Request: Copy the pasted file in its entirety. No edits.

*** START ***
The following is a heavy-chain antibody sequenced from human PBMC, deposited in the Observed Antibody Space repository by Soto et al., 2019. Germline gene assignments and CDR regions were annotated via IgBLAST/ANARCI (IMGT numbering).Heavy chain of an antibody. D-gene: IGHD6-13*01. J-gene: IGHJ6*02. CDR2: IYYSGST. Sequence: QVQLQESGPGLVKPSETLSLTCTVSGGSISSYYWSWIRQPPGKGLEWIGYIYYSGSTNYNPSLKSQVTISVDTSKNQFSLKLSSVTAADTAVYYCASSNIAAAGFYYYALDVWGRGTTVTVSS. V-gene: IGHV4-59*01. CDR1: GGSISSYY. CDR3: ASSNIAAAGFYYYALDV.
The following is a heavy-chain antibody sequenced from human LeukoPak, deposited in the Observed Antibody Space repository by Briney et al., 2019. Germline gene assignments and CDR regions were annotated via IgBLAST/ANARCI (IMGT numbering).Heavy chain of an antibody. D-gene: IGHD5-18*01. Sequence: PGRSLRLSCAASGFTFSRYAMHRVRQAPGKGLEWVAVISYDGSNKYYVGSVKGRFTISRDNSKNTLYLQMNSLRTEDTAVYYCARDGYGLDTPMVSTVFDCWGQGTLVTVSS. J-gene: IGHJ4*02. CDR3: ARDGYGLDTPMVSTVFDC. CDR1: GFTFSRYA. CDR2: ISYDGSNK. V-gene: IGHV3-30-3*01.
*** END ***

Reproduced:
The following is a heavy-chain antibody sequenced from human PBMC, deposited in the Observed Antibody Space repository by Soto et al., 2019. Germline gene assignments and CDR regions were annotated via IgBLAST/ANARCI (IMGT numbering).Heavy chain of an antibody. D-gene: IGHD6-13*01. J-gene: IGHJ6*02. CDR2: IYYSGST. Sequence: QVQLQESGPGLVKPSETLSLTCTVSGGSISSYYWSWIRQPPGKGLEWIGYIYYSGSTNYNPSLKSQVTISVDTSKNQFSLKLSSVTAADTAVYYCASSNIAAAGFYYYALDVWGRGTTVTVSS. V-gene: IGHV4-59*01. CDR1: GGSISSYY. CDR3: ASSNIAAAGFYYYALDV.
The following is a heavy-chain antibody sequenced from human LeukoPak, deposited in the Observed Antibody Space repository by Briney et al., 2019. Germline gene assignments and CDR regions were annotated via IgBLAST/ANARCI (IMGT numbering).Heavy chain of an antibody. D-gene: IGHD5-18*01. Sequence: PGRSLRLSCAASGFTFSRYAMHRVRQAPGKGLEWVAVISYDGSNKYYVGSVKGRFTISRDNSKNTLYLQMNSLRTEDTAVYYCARDGYGLDTPMVSTVFDCWGQGTLVTVSS. J-gene: IGHJ4*02. CDR3: ARDGYGLDTPMVSTVFDC. CDR1: GFTFSRYA. CDR2: ISYDGSNK. V-gene: IGHV3-30-3*01.